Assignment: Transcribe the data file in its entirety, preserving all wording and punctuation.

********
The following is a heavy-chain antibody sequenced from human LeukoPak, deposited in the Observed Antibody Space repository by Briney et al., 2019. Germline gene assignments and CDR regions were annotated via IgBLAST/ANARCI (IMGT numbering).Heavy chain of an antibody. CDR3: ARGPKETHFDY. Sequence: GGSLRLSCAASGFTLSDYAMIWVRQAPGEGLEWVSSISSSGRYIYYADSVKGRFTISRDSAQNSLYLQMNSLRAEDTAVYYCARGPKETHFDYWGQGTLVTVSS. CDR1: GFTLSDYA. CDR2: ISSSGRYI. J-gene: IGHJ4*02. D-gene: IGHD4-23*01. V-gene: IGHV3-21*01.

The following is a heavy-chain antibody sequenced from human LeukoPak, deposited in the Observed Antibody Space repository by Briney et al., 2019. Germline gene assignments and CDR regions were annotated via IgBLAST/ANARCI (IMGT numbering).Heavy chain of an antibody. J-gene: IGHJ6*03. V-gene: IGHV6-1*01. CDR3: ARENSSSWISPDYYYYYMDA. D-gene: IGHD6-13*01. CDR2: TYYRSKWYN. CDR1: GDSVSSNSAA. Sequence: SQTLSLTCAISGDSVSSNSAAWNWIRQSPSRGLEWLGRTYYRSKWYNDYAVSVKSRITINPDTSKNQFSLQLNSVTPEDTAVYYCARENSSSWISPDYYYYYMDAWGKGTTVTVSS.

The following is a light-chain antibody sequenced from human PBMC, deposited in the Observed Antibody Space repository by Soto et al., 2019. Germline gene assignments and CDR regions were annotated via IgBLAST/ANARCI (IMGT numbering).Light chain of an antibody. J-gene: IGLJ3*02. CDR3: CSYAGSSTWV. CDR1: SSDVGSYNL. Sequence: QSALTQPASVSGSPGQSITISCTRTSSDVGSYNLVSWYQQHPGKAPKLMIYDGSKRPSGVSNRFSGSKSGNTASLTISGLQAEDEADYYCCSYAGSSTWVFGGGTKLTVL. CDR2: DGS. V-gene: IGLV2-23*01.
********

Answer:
The following is a heavy-chain antibody sequenced from human LeukoPak, deposited in the Observed Antibody Space repository by Briney et al., 2019. Germline gene assignments and CDR regions were annotated via IgBLAST/ANARCI (IMGT numbering).Heavy chain of an antibody. CDR3: ARGPKETHFDY. Sequence: GGSLRLSCAASGFTLSDYAMIWVRQAPGEGLEWVSSISSSGRYIYYADSVKGRFTISRDSAQNSLYLQMNSLRAEDTAVYYCARGPKETHFDYWGQGTLVTVSS. CDR1: GFTLSDYA. CDR2: ISSSGRYI. J-gene: IGHJ4*02. D-gene: IGHD4-23*01. V-gene: IGHV3-21*01.

The following is a heavy-chain antibody sequenced from human LeukoPak, deposited in the Observed Antibody Space repository by Briney et al., 2019. Germline gene assignments and CDR regions were annotated via IgBLAST/ANARCI (IMGT numbering).Heavy chain of an antibody. J-gene: IGHJ6*03. V-gene: IGHV6-1*01. CDR3: ARENSSSWISPDYYYYYMDA. D-gene: IGHD6-13*01. CDR2: TYYRSKWYN. CDR1: GDSVSSNSAA. Sequence: SQTLSLTCAISGDSVSSNSAAWNWIRQSPSRGLEWLGRTYYRSKWYNDYAVSVKSRITINPDTSKNQFSLQLNSVTPEDTAVYYCARENSSSWISPDYYYYYMDAWGKGTTVTVSS.

The following is a light-chain antibody sequenced from human PBMC, deposited in the Observed Antibody Space repository by Soto et al., 2019. Germline gene assignments and CDR regions were annotated via IgBLAST/ANARCI (IMGT numbering).Light chain of an antibody. J-gene: IGLJ3*02. CDR3: CSYAGSSTWV. CDR1: SSDVGSYNL. Sequence: QSALTQPASVSGSPGQSITISCTRTSSDVGSYNLVSWYQQHPGKAPKLMIYDGSKRPSGVSNRFSGSKSGNTASLTISGLQAEDEADYYCCSYAGSSTWVFGGGTKLTVL. CDR2: DGS. V-gene: IGLV2-23*01.